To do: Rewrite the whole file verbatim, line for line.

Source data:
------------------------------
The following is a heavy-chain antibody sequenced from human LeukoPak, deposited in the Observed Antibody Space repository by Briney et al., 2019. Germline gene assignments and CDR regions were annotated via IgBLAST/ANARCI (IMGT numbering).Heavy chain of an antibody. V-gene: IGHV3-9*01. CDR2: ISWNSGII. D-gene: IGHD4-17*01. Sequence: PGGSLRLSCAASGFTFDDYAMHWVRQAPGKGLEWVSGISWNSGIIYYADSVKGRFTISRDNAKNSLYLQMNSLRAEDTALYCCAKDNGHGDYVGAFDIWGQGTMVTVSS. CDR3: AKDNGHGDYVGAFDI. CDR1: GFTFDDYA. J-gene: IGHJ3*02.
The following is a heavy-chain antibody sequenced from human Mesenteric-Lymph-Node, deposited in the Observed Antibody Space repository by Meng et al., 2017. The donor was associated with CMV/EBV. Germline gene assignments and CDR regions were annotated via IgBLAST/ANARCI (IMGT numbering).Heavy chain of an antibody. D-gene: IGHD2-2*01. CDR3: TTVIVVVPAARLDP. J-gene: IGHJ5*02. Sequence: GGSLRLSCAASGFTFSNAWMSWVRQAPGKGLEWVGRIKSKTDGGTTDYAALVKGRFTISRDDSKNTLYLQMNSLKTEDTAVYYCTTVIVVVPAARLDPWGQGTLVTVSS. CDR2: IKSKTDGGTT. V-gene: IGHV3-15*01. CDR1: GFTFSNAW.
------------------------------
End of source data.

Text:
The following is a heavy-chain antibody sequenced from human LeukoPak, deposited in the Observed Antibody Space repository by Briney et al., 2019. Germline gene assignments and CDR regions were annotated via IgBLAST/ANARCI (IMGT numbering).Heavy chain of an antibody. V-gene: IGHV3-9*01. CDR2: ISWNSGII. D-gene: IGHD4-17*01. Sequence: PGGSLRLSCAASGFTFDDYAMHWVRQAPGKGLEWVSGISWNSGIIYYADSVKGRFTISRDNAKNSLYLQMNSLRAEDTALYCCAKDNGHGDYVGAFDIWGQGTMVTVSS. CDR3: AKDNGHGDYVGAFDI. CDR1: GFTFDDYA. J-gene: IGHJ3*02.
The following is a heavy-chain antibody sequenced from human Mesenteric-Lymph-Node, deposited in the Observed Antibody Space repository by Meng et al., 2017. The donor was associated with CMV/EBV. Germline gene assignments and CDR regions were annotated via IgBLAST/ANARCI (IMGT numbering).Heavy chain of an antibody. D-gene: IGHD2-2*01. CDR3: TTVIVVVPAARLDP. J-gene: IGHJ5*02. Sequence: GGSLRLSCAASGFTFSNAWMSWVRQAPGKGLEWVGRIKSKTDGGTTDYAALVKGRFTISRDDSKNTLYLQMNSLKTEDTAVYYCTTVIVVVPAARLDPWGQGTLVTVSS. CDR2: IKSKTDGGTT. V-gene: IGHV3-15*01. CDR1: GFTFSNAW.